OLYMPIA — When Attorney General Bob Ferguson sued anti-tax crusader Tim Eyman for multiple violations of campaign finance laws, he said he wanted to bar the initiative promoter from any financial role in political committees as a lasting punishment.
On Friday, Eyman tried to convince a judge such a penalty is illegal and should be immediately stricken because its existence is chilling his ability to raise money and participate in the political process.
He didn’t succeed.
Thurston County Superior Court Judge James Dixon denied Eyman’s request. It’s too soon, Dixon said. The issue won’t be ripe until the outcome of the case is known.
“It would be improper and it would be an error for this court to make a decision that what the state is seeking should not be allowed,” he said.
Eyman had urged the judge not to give in to the temptation to wait until later as state attorneys urged.
“Fear not, Mr. Eyman. There is no temptation,” he said. “It’s the law.”
Dixon’s ruling kneads another twist in the legal pretzel rising out of the allegedly illegal actions of the political activist in 2012.
Eyman, a former Mukilteo resident now living in Bellevue, is accused by the state of secretly moving money between two initiative campaigns and receiving kickbacks from a signature-gathering firm for one of the measures. Eyman denies wrongdoing.
Ferguson sued in 2017 on those charges. He’s since amended the lawsuit to encompass other alleged violations.
Among the punishments he seeks is to prevent Eyman from “managing, controlling, negotiating or directing financial transactions of any kind for any political committee in the future.”
Eyman, who represented himself in court Friday, argued that the language is vague and overly broad. If imposed, it would effectively end his involvement in political activity because pretty much anything he did could be construed as a violation.
“It’s the crux of the case. They want to prohibit me from participating in political committees,” he said. “It’s like saying, “He can be a truck driver as long as he doesn’t use a truck.”
Assistant Attorney General Eric Newman countered such a prohibition is legal and is being sought because Eyman is a serial offender of the state’s campaign finance laws.
The state wants to stop him from spending other people’s money and “secretly coming up with deals that would line his pockets,” he said.
Newman outlined a number of charges contained in the lawsuits. He accused Eyman of being a “shadow treasurer” for his initiative efforts in spite of a 2002 order barring him from serving as treasurer of any political committee. The state’s attorney also alleged Eyman laundered money through his wife and children to avoid disclosure laws.
“He’s been unapologetic. He’s still violating the law,” Newman said before concluding the whole discussion is premature and won’t be timely until the case is done.
Eyman has little time to ponder Friday’s setback as he and state attorneys will square off again next week in federal court.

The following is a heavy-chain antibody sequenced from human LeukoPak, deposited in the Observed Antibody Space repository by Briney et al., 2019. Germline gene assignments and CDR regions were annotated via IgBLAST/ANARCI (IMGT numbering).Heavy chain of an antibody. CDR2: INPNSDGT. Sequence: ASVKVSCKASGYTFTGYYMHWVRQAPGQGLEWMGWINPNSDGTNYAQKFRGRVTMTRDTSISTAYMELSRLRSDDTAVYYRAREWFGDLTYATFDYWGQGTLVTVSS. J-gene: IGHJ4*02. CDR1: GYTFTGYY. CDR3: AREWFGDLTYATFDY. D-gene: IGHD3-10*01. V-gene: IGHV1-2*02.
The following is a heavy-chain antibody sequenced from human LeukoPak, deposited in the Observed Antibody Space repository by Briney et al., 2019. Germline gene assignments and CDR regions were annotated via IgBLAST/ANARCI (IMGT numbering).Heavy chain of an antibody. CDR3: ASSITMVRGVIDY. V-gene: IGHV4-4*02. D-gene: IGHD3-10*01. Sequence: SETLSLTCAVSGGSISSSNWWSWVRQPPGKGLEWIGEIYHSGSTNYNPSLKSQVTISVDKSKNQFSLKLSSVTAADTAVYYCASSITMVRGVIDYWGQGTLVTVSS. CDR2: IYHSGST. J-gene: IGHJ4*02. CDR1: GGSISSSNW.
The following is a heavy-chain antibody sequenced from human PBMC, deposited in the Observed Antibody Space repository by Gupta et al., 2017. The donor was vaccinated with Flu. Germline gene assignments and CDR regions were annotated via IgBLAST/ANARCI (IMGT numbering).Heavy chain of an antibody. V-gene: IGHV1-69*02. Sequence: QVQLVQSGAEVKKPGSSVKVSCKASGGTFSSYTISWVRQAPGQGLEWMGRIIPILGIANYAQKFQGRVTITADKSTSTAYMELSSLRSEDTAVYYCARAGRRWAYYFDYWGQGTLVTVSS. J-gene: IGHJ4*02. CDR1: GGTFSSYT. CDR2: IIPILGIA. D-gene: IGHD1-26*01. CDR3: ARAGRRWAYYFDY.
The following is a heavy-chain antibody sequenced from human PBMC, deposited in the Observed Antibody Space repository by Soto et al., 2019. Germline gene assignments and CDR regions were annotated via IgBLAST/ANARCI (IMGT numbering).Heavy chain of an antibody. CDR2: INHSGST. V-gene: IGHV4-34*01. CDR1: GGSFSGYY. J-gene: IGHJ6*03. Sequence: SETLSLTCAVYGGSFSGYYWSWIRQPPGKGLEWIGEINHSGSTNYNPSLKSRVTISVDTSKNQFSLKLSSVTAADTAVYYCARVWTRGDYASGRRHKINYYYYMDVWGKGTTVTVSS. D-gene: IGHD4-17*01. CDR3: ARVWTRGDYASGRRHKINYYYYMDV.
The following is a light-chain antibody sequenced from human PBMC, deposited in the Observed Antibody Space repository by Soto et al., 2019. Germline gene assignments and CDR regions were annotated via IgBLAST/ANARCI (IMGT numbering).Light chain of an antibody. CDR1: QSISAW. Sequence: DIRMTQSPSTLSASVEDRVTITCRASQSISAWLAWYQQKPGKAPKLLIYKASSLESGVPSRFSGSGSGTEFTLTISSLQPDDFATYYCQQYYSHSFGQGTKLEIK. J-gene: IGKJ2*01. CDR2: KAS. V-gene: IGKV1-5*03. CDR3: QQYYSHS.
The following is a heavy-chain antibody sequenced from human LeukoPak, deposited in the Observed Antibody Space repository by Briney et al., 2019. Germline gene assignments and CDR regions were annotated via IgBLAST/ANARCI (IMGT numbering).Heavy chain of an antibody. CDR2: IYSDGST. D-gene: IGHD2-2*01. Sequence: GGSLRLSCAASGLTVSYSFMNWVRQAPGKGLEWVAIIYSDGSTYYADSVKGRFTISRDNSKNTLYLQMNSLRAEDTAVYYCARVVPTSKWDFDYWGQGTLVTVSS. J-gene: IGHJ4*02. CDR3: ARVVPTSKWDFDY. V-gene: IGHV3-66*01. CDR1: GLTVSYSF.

On April 11, Eyman will ask U.S. Bankruptcy Court Judge Marc L. Barreca in Seattle to let him out of bankruptcy. And state attorneys will be there to oppose the request.
But now he contends the costs of the bankruptcy case are piling up. And with the campaign finance case months from trial and maybe years from resolution, he knows it will be a long time before he’ll able to settle his debts.
“After due consideration, and because the amount and nature of any claims that might be asserted are years out, the debtor wishes for his bankruptcy to be dismissed at this time,” Eyman’s attorney wrote in his initial filing. “The benefits of maintaining the expense of a Chapter 11 proceeding are outweighed by practical realities.”
State attorneys want Barreca to convert it into a Chapter 7 bankruptcy to allow the court to liquidate Eyman’s assets to satisfy creditors, and the state would be the largest. On March 1 it filed a claim for $2.36 million which represents fines sought in the 2017 case and a second campaign finance case.
Under Chapter 7, the court can rein in Eyman’s spending and prevent him from exhausting his assets, state attorneys wrote in filings with the court.
“The state is legitimately concerned about what might happen to Mr. Eyman’s assets following dismissal of the bankruptcy while his spending is not being monitored by the bankruptcy court,” they wrote. “The estate may soon be out of money if the bankruptcy is allowed to lapse, especially since Mr. Eyman does not have a regular job, nor a consistent source of income.”
Eyman spent almost $50,000 on personal expenses in the first two months of bankruptcy, state attorneys contend. He reported 39 restaurant purchases and bought movie tickets on 17 days in that period, according to the state filing.
Eyman counters in court papers that he is unable to “propose a feasible plan until the total amount owed to the state of Washington is determined and liquidated.”
And, in response to the state’s assertion he may fritter away his assets, he said he had $168,961.67 more in his bank account than when he filed for bankruptcy. That money came from friends, family and supporters of his political efforts.
“Four months ago, when I didn’t know how things were going to go, bankruptcy seemed the only option,” he wrote in a Wednesday filing.
But now, he wrote, “bankruptcy just doesn’t fit my circumstances anymore.”